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FMLA FAQ: Can We Terminate an Employee for Working a Second Job While on FMLA Leave?

Q: One of our employees has taken FMLA leave for anxiety attacks. Recently, we found out that she is working a similar job for another employer at precisely the same time she should be working for us. Can we deny her the right to return and terminate her employment because of this leave abuse?

Employer Rejects Employee's Fitness for Duty Certification, Faces FMLA Liability

The story is for all you hunt and peck typists out there. But its message is a lesson for all employers when it comes to returning your employee from FMLA leave.

FMLA FAQ: Can an Employer Persuade an Employee to Work Instead of Taking FMLA Leave Because Her Job is Really Important?

Sorry I have been away for a bit. Of all things, I’ve been taking some FMLA bonding leave to care for this beauty to the right! I am excited to report that our daughter, Maggie, joined our family just a few weeks back. And I’ve been smitten ever since.

Strategies For Continuous (And Intermittent) Medical Leaves

Have you ever scheduled an early-shift employee to cover for a late-shift employee who has just taken medical leave? The covering employee probably was not excited to have to work that extra shift. While the logistics of employee schedules can be difficult, it can be even more burdensome (and more important) to handle the employee’s medical leave appropriately and in accordance with the law.

An Estimate is Just That - The Seventh Circuit Highlights Several Important Lessons for Employers Navigating Intermittent FMLA Leave

The U.S. Court of Appeals for the Seventh Circuit recently ruled on two important intermittent Family and Medical Leave Act (FMLA) leave issues in Hansen v. Fincantieri Marine Group.1 First, the court determined that the FMLA does not require a plaintiff to present expert testimony to prove he was incapacitated for each day for which he requested FMLA leave. Second – and perhaps more important for employers – the court decided that an employer should not summarily deny intermittent FMLA leave when an eligible employee exceeds the estimated length or duration provided by a doctor in an FMLA medical certification form.

When it Comes to an FMLA Notice—the Post Office May Not Deliver For You in the Third Circuit

The U.S. Court of Appeals for the Third Circuit recently ruled that an employer may not rely on “the Mailbox Rule” to prove that the employer provided an employee with notice of his or her rights under the Family and Medical Leave Act (FMLA). The ruling could now require employers to prove that they provided the required FMLA notice of rights to every employee by a traceable means rather than first-class mail. In Lupyan v. Corinthian Colleges Inc. (Case No. 13-1843 Aug. 5, 2014), the court reversed an order granting summary judgment to Corinthian Colleges on a plaintiff’s FMLA interference claim simply because she denied ever receiving the FMLA notice in the mail. While in some ways case-specific, this ruling will have a significant impact on the communications employers within the Third Circuit have with employees regarding their FMLA rights.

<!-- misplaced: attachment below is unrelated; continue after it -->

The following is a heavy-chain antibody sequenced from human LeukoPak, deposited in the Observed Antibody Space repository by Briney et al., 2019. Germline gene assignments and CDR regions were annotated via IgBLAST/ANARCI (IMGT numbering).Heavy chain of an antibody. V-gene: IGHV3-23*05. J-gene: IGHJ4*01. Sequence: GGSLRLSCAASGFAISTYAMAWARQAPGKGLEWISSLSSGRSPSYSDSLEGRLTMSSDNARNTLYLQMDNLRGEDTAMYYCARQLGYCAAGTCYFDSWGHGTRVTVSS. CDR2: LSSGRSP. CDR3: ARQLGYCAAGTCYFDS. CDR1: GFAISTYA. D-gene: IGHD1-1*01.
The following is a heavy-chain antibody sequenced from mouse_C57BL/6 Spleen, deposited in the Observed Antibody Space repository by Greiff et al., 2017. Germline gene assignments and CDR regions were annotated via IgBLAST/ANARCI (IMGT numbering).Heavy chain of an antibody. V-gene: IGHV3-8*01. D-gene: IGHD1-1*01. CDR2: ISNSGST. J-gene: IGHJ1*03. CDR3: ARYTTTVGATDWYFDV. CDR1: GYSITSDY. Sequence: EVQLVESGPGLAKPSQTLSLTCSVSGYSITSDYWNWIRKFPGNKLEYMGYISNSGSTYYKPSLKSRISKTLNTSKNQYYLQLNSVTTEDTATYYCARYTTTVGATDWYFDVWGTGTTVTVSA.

A Game-Changing Decision? Sending FMLA Notices to Employees by U.S. Mail May Not Cut It Anymore

With all the FMLA paperwork that a leave administrator has to provide an employee during the FMLA process, you’d wonder whether you’re attending a real estate closing. All these documents — whether it’s the Notice of Eligibility, medical certification, or the Designation Notice — typically get sent by good old fashioned snail mail, delivered by your friendly neighborhood U.S. postal worker.

Now This is a Headache! Employee Terminated for Migraine Headaches Can Advance FMLA Claim

In the cold, sadistic world that is the FMLA, the Department of Labor tells us that ordinary, run-of-the-mill headaches (a/k/a “non-migraine” headaches) are not covered by the FMLA. Migraine headaches, on the other hand, are covered. When I try to explain the difference in FMLA training sessions for employers, they often look at me like I have two heads.

Did a Court Just Allow an Employee FMLA Leave to Care for Her Grandchild?

Grandparents across America are celebrating this week. And they have Suzan Gienapp to thank.

DEPARTMENT OF LABOR FMLA INVESTIGATIONS

Under the Family and Medical Leave Act (FMLA), employers with 50 or more employees must provide eligible employees with a leave of absence for certain qualifying reasons, including an employee or family member’s serious health condition. Although the U.S. Department of Labor (the “DOL”), the government entity responsible for enforcing the FMLA, has always had the authority to investigate employers for FMLA compliance, the agency recently announced that it intends to increase the frequency of on-site investigations. Employers subject to the FMLA should take steps to avoid the risks associated with such investigations.